The prize is sponsored by nCourage Entrepreneurs Investment Group consisting of: Cindy Boyd, President of Sentigy; Elizabeth Wiggins, Director, various community boards, Lamar Mathews, President of GP of Falcon Partners, Ltd. and Shelby Scarbrough, President, Practical Protocol. These four courageous entrepreneurs formed “nCourage Entrepreneurs” to invest in people, passion and their plan to execute. Other partners include Winnie Hart of TwinEngine, Sue Hrib of Signum Group, Suzy Ginzburg of Global Communications, and Dr. Lynn Kirkpatrick of Ensysce Bio Sciences. United by their passion to encourage the next generation of women entrepreneurs, and recognize the courage necessary to pursue an entrepreneurial journey, the nCourage team applauds the efforts of this year’s contestants.

Aqdot wins the Fifth Prize at 2013’s Rice Business Plan Competition

Aqdot was awarded the Fifth Prize Award at the Rice Business Plan Competition in Houston, Texas.

After being selected out of more than 400 entries world-wide to participate amongst the final 42 teams in the final round in Houston, Aqdot went through three rounds of pitches and Q&As to more than 150 venture and angel investors and was awarded the Fifth Prize Award (US$4000)  in tonight’s Gala Dinner.

Aqdot is the only non-US team in the final six this year.

The Venture Principal of Shell, Alexander Rozenfeld, presented the prize to the Aqdot team.

The Rice Business Plan Competition has been described as the Super Bowl and World Series, combined, by Fortune and CNN/Money. The world’s richest and largest business plan competition brought 42 top university teams from across the globe to pitch their new technology businesses to a record number of over 300 venture capital and investor judges. Judges evaluate the businesses based on the investment potential of the competitors’ new ventures.

More than 138 past competitors at the Rice Business Plan Competition have successfully launched their companies and are in business today or have had successful exits, and have raised more than $600 million in funding.

Aqdot wins CUE £1k Challenge

The second stage of Cambridge University Entrepreneurs‘ Business Creation Challenge has awarded 11 prizes of £1000 last night at the Department of Chemistry, University of Cambridge. Aqdot is proud to announce that it has been awarded a prize in the technology stream.

The founder and CEO of Pavegen, Laurence Kemball-Cook, awarded the prize certificate to Aqdot, after a series of elevator pitches from the competition entrants to a crowd of students, investors, and local business community.

Aqdot wins CUE’s £100 for 100 Words Challenge

The first stage of the Cambridge University Entrepreneurs (CUE) £100 for 100 Words Challenge has ended and CUE was awarded £100 for its 100-word summary of the business idea.

Headed by Dr Roger Coulston, this is the Aqdot team’s first of the many awards to come.

“Microencapsulation is currently a multi-billion ($USD) a year industry with established applications in food, cosmetics, drug delivery, diagnostics, and electronic displays. The current unmet consumer demand is to produce inexpensive capsules that allow for the triggered release of a cargo. This is a critical industry challenge over the next decades. Aqdot has developed an economically viable method to produce capsules with the unprecedented ability to actively and passively release fragrances, enzymes, cells, and other high value materials. We are currently building a prototype for the consumer products industry that will act as a demonstrator for the many other possible applications.”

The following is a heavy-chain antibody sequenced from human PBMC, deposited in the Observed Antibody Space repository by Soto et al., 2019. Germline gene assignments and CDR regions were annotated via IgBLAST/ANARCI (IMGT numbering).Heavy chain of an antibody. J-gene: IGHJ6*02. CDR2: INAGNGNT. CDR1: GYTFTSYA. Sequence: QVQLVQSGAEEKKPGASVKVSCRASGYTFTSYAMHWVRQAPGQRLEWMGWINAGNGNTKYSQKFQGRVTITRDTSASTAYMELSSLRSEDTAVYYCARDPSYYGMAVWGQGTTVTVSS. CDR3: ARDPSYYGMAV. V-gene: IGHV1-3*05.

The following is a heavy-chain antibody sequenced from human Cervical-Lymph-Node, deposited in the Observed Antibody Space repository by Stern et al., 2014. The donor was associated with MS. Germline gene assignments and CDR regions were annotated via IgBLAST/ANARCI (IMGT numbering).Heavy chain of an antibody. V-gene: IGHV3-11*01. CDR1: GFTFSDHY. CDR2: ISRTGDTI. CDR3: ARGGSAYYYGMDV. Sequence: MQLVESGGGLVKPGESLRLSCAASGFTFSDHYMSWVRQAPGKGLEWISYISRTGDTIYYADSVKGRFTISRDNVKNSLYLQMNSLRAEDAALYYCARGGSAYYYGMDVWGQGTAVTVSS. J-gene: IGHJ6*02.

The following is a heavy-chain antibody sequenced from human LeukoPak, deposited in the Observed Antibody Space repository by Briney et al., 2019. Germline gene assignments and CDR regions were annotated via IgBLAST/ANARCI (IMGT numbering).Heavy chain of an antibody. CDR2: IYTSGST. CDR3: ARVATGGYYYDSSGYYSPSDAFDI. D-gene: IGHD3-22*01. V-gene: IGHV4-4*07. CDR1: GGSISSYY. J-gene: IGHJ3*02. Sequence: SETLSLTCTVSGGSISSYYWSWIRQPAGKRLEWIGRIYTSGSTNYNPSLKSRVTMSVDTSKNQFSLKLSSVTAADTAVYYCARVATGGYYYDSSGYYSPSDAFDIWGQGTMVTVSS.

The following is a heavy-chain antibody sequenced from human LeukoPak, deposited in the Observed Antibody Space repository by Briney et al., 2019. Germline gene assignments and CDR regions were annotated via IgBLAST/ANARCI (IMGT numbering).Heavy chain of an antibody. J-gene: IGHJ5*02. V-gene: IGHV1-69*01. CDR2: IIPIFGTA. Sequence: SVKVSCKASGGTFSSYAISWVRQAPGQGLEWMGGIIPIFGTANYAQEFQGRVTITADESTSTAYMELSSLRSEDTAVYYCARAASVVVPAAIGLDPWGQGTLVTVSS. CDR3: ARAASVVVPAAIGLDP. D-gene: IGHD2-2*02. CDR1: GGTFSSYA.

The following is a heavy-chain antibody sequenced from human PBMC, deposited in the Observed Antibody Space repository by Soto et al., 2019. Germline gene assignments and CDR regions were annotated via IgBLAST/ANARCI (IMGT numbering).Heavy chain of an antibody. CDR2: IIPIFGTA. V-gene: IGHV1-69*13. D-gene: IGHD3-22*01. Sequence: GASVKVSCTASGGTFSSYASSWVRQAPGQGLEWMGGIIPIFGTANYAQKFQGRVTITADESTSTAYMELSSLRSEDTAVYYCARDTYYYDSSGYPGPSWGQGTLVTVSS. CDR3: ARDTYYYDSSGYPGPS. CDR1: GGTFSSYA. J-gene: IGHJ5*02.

The rest of the interesting entries can be found on CUE’s website.

The Engineer: Team plans faster production of technology for drug delivery

The Engineer

Stephen Harris, 14 February 2012

Technology for more controlled drug delivery could be produced hundreds of times faster than with existing methods thanks to new research.

Scientists at Cambridge University have developed a faster process for manufacturing microcapsules — tiny spheres filled with drugs, pesticides or other substances — that also enables more precise control over when their contents are released.

The researchers have used microfluidics — where chemicals are combined in tiny sub-millimetre channels — to create droplets of a mixture that spontaneously assembles into capsules. These can then be broken down with light, heat or changes in pH.

‘Microfluidics has a very high frequency of generating those droplets and therefore capsules,’ PhD student Jing Zhang, lead author on the research, told The Engineer.

‘Currently I’ve only been doing a frequency of 300 to 3,000 droplets per second but it could go up to 100,000 droplets per second easily.’ Conventional methods produce around a couple of hundred microcapsules per second, she added.

Microcapsules are used to slowly release drugs inside the body, disperse pesticides over crops, add flavours or nutrients to food and even to release sealants in manufacturing processes.

The shell of the capsules either degrades over time or is broken down mechanically to release the contents. But the capsules produced through Cambridge’s method are more susceptible to other stimuli and so the release can be coordinated.

This could be particularly useful in manufacturing complex structures such as aircraft, where sealants usually need to be applied to parts one small area at a time to ensure a precise enough fit, said Zhang. ‘Potentially we could apply a signal and all the glue would be released in one go.’

The full report can be found in The Engineer.